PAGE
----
Paige: You definitely hear it with this presidential election coming up, because I think student debt in the US has surpassed the past couple years, the country's credit card debt.

Ian: It's outrageous.

Paige: It’s outrageous how big it is. I think what's also interesting is because of this kind of culture of, like, go to college, everyone goes college—it's not even an option, you just go to college—that our generation is terrible with our hands. I mean, if my toilet breaks, or my car breaks, or something breaks, I've no idea what to do. Where, like, my dad and all of his buddies and be like, “Oh, you just do this and use the wrench and the hammer” ….and I'm like, “What??” Do you feel like your generation of guys knows their way around an engine or no?

Ian: No, not as well as we should? Yeah, it's always when these kinds of things happen, I always feel, I feel stupid. I feel like I didn't study enough practical things. Maybe I know about something specific that I learned in school, but maybe a lot of people know how to change a tire on a car, or how to change the oil, or how to fix an appliance in their house. These really, I don't want to say basic because they're, you know, you need to know how to how to do them. But these are things that that we should know more than other things, maybe we've been taught in our quote-unquote, “education”.

Paige: It is kind of scary, because it's like our culture was so “hit the books” or “go in the classroom.” And it's like we forgot to teach our children all these practical, real-life things that are important, you know. I mean, if you know how to fix your car, you’re going to save a ton of money. And you won't have to go to the car shop where you're going to get ripped off, because you don't know what you're talking about. Or if something breaks in your house, you can just fix it instead of having to pay triple to have some guy come and fix it.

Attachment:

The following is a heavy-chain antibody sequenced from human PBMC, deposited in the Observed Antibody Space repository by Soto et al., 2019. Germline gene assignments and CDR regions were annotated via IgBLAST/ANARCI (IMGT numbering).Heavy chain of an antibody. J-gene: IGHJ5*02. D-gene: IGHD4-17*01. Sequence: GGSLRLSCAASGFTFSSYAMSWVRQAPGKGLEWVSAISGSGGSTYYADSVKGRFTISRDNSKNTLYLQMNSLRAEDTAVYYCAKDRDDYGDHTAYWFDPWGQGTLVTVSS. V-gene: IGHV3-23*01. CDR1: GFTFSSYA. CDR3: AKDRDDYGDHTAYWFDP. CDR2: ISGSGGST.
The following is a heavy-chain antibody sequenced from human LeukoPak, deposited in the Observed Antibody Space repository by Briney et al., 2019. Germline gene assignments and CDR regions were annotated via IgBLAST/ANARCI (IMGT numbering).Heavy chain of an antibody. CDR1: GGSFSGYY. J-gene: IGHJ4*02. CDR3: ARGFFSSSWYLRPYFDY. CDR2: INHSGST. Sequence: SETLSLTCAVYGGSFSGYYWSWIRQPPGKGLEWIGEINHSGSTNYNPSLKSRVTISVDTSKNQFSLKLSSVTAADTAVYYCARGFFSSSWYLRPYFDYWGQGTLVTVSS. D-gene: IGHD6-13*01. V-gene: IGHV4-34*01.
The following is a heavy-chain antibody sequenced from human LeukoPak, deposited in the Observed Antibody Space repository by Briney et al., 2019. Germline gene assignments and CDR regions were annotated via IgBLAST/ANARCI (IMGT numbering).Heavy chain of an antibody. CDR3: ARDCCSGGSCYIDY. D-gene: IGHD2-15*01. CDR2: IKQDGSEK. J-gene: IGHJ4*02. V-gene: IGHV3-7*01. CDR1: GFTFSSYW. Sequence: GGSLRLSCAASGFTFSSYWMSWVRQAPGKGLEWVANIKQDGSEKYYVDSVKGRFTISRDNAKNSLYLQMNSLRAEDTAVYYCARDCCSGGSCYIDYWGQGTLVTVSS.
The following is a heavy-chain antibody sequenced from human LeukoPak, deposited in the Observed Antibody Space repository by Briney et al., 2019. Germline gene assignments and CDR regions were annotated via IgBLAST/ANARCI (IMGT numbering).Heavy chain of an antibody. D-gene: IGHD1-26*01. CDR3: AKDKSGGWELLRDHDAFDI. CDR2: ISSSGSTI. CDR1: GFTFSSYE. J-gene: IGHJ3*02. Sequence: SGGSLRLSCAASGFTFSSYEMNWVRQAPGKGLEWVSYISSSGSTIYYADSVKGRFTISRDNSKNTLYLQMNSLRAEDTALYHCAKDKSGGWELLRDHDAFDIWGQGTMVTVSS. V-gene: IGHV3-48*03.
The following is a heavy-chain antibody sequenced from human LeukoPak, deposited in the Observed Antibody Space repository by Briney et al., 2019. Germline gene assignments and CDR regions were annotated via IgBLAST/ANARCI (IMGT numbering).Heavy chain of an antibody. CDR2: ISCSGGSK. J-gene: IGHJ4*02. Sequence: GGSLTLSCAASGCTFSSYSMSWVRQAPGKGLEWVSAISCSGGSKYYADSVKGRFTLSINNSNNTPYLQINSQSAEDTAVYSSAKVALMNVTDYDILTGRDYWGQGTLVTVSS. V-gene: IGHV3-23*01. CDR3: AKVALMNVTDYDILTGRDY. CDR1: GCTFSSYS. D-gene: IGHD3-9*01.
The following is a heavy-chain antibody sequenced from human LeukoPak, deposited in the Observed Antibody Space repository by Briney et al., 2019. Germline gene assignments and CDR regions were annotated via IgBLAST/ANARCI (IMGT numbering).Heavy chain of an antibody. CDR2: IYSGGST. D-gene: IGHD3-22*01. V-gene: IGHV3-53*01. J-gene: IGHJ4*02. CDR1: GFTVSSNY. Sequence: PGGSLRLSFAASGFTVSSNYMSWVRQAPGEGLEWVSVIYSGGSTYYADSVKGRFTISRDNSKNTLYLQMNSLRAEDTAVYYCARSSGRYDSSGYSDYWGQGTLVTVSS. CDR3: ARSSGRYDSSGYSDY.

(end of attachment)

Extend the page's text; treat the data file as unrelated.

Ian: Exactly. In school, you learn things like photosynthesis of plants, and calculus and things that most people aren't going to use on a daily basis. But then you don't learn how to balance a checkbook. You don't learn how to have personal finance responsibility. Like you said, don't know how to fix a sink, fix an appliance in the house. And so, a lot of times you ask yourself, what are we really teaching our youth? Are we really preparing them for the future, we teaching them things that are just going to come in one ear and come out the other. So, think we have a lot of questions to ask about what's important to be teaching, also.

Paige: So, things are definitely changing. As we've seen, Technology has changed every aspect of our life, as well as the labor market and will continue to do so.

Ian: It'll be interesting to see how things change.

Paige: But luckily, podcasts will probably still stay alive.

Ian: I like to think this is a rising industry, a rising medium. So, hopefully we will be good for a while.

Paige: So, as you all know if you can go online and check out that transcript and vocabulary. Thanks again for listening.

Ian: See you next time.


Key Vocabulary, Phrases and Slang:


1.     envision (verb): imagine, visualize

a.     The company envisions great things for the next quarter.

2.     sprinkled (adjective): a small amount of something added to something else.

a.     The pizza is sprinkled with herbs and cheese.

3.     customized (adjective): made or modified for a particular individual or task.

a.     The race car is customized with special features to go faster.

4.     core curriculum (noun): the main subjects of study in a school or college.  

a.     The school’s core curriculum is important for the students to learn.

5.     check the box (phrase): to make a decision, usually with little or no thought.

a.     Many people just check the box on deciding a career path.

6.     undergraduate (noun): college or university studies for a Bachelor’s degree.

a.     I studied undergraduate at the University of Nevada.

7.     replaced (adjective): changed or substituted for something else.  

a.     The professor was replaced with another faculty member.

8.     catch 22 (noun): a difficult situation with no escape. Often with both positive and negative effects.

a.     The advancement of technology is a catch 22 for today’s society.